I will always remember this historian with a bit of fondness, for not only did he kindle my interest in history, but also had a hand in some of our family affairs at Palghat. He was a friend of my great grandfather, who together with JA Thorne got Ayyer started on the history path, Ayyar was a friend of my uncle and my brother talks about his later days in Kudallur and Pallavur, often. I never met him formally, unfortunately, but am now compiling this short article about him after reading all his books and some of his very interesting contributions to other collections. Ayyer later did yeoman service as a lecturer and was later professor of history at the Zamorin’s college (Guruvayurappan College) Calicut. But let us get to the details of his life and works.
We get a good idea of his life from the study of early Indian history writers by Subodh Kumar Mukopadhaya who introduces him as a person specializing in micro history and places him in the company of so called regional historians. That itself is a contradiction, for Ayyer’s early studies were on Greeks and the British. As the late Zamorin Puthiya Kovilaguth Manavedan Kunjaniyan Raja explained to me, the change occurred when he met Vidwan Ettan Thampuran who had by then compiled the Agnivamsha Rajakatha and provided the required inputs for Iyers work on the Zamorins in English, supported presumably by collector JA Thorne. The result of course was the much referred, easy reading account of the ‘Zamorins of Calicut’.
KVK’s ancestors moved to Pallavur (where my maternal side of the family is located) and he hailed from the Vekkamadom in Palghat (Perhaps at Kudallur). It is not clear where Ayyar born in 1894, schooled, it must have been at Alathur in those days and later he must have done his pre degree at Victoria College, before moving to MCC Madras to complete his BA Honors in History and Economics from the University of Madras. He came to Calicut in 1917 or a little earlier and must have been referred to the patron of Zamorin’s Guruvayoorappan college, the reigning patron Vidwan Ettan Thampuran with whose family he developed a good friendship. His next appointment was as a lecturer in history at the Zamorin’s college. Interestingly while he was teaching, he also completed his MA in English language and literature from the Madras University, by 1935. It is said that as an avid history enthusiast, he contributed over a hundred articles in English and Malayalam on subjects relating to Kerala. He also held various positions in academic bodies during his time and was considered an authority in the field. After joining the Zamorin’s College as a lecturer in 1919, he continued there till he retired in 1952 as the Vice Principal. At some later date he had a house in Malavya Street, Coimbatore as well, though my brother mentions seeing him often at Pallavur, riding his cycle, while being based at Kudallur.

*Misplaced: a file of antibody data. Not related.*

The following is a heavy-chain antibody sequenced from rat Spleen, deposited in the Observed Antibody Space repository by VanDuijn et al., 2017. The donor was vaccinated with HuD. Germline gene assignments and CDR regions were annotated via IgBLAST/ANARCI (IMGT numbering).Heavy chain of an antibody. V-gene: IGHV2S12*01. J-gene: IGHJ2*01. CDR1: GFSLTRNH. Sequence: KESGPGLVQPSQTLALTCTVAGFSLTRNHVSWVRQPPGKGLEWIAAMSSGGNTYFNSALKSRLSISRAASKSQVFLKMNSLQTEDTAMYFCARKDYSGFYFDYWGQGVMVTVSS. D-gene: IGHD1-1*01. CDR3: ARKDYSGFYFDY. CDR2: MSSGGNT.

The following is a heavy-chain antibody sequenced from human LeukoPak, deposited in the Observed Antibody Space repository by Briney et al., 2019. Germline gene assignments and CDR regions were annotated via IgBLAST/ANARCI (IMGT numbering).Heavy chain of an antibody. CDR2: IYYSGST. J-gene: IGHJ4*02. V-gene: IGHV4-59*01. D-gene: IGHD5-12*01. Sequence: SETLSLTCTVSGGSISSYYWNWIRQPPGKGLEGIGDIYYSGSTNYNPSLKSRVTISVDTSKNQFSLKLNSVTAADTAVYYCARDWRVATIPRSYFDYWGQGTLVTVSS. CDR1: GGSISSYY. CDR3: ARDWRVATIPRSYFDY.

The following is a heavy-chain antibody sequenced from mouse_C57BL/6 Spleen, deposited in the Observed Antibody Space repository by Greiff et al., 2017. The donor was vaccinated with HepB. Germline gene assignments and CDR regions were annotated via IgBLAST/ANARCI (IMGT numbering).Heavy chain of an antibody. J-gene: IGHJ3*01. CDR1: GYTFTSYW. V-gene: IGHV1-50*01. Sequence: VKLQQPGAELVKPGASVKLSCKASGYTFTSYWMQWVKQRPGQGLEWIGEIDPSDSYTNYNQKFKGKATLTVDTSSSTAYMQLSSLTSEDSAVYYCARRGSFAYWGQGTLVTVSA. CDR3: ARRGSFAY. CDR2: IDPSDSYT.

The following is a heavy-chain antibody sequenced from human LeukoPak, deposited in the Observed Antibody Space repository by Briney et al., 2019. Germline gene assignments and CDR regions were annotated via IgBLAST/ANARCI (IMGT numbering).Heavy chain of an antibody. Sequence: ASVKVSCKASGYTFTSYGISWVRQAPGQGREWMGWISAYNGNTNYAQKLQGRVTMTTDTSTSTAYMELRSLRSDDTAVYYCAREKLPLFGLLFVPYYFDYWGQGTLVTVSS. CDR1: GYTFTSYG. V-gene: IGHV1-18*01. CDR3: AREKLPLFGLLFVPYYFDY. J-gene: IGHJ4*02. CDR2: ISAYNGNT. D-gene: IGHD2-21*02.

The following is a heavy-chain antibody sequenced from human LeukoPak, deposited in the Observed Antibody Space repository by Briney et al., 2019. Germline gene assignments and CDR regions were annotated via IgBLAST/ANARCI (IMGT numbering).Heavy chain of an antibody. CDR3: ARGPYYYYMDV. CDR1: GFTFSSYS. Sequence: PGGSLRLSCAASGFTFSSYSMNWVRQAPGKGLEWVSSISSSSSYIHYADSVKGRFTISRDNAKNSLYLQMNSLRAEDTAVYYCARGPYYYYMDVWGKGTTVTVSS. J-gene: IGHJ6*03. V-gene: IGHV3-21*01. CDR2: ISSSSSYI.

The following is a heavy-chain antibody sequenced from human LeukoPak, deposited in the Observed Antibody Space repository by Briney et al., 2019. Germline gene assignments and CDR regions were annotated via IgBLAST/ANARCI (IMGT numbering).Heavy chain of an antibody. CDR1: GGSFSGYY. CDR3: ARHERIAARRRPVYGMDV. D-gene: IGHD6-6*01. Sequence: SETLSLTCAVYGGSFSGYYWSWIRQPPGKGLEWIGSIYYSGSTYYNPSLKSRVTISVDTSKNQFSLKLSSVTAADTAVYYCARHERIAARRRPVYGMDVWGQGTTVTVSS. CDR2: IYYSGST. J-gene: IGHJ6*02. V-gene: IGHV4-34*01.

However, it was not Malabar which figured in his early studies, but Britain and Greece. The first contributions were actually ‘An outline history of Greece’ and ‘The crossing of the swords and the bid for the empire’, both beginners text books and are works which I have not been able to unearth as yet. He later zoomed in on the history of Malabar by penning the famous ‘Zamorins of Calicut’ in 1938 and later the limited circulation work ‘A history of Kerala’ 1965 (An abridged version called A short history of Kerala is also available and this was a college text book published in 1966). He did a couple of other books too, a history of Guruvayoor in 1986 and a very short book with Mary Samuel David titled ‘Making of History’.
Krishna Iyer is always modest when he uses words and in a later version of the history of Kerala book, mentions – I have no theory to prove nor a model to sustain. He wrote history on the go, as he collected information and always asked to hear fresh ideas and information of discoveries, ever ready to revise his opinions and states that history is to be used only on verifiable evidence (Hecataeus 550BC). This is the basis he used in all his work and that perhaps explains the anomaly I noted in the earlier paragraph.
It is interesting to note that KVK calls history his life time hobby. In one of his books, he pays homage to his professors KB Sundaresan of Victoria College and Rev E Montieth Macphail as well as Fernand E Corley of MCC Madras.
Subodh Kumar Mukopadhayaya his critic finds that he had an easy command of the English language, using words effectively and upto the mark when it comes to narration. He does feel that the book on the Zamorins was written with a definite attempt to put his patrons in a favorable light and because he received help and support in compiling it. But he agrees that all those books and the sources which we have access to today, were as not available to KVK in those days. Other than that, he considers KVK as an Indian pioneer in the art of unearthing micro history or regional studies as compared to national history.
KVK explained his opinion of ‘history’ as follows in a personal letter to Subodh Kumar. Just reading it and absorbing the content makes me wish that I had him as a teacher. How I would have loved to discuss all those notions running through my mind, theories, hypotheses, silly tangential thoughts, bouncing them on the formidable wall he would have formed with his treasure house of knowledge. And I feel so silly when I think that he was living just a few yards away from me, for so many years.
Quoting Subodh and KVK - For Krishna Iyer, as for many of his professional colleagues, history is the continuous story based on evidence, of man living in groups through the ages, from the primitive food gathering stage to the conquest of planets. It is not a mere story, it is also a science. Its phenomena are logically connected with one another as those of other sciences. It has its own laws formulated on the same logical principles and in the same manner as other sciences. The only difference between history and other sciences is that we cannot test historical laws by contrived experiments. History is philosophy teaching by examples, the examples being themselves the premises on which laws and their tests are based.
KVK did not recognize any providential or divine intervention in history (I am not too sure about this conclusion by Subodh, after reading the latter work History of Guruvayoor written in his twilight years in 1984). To prove his point, he gives two examples from the Bible. The crossing of the strait by Moses and the conception of Jesus by Mary are in his (KVK’s) eyes nothing more than natural phenomena. He (KVK) believed that God had nothing to do with them. Interestingly Tagore himself stated the same in 1923 to Subodh – that ‘The purpose of history is not to preach the glory of a country, it is to reveal the truth’!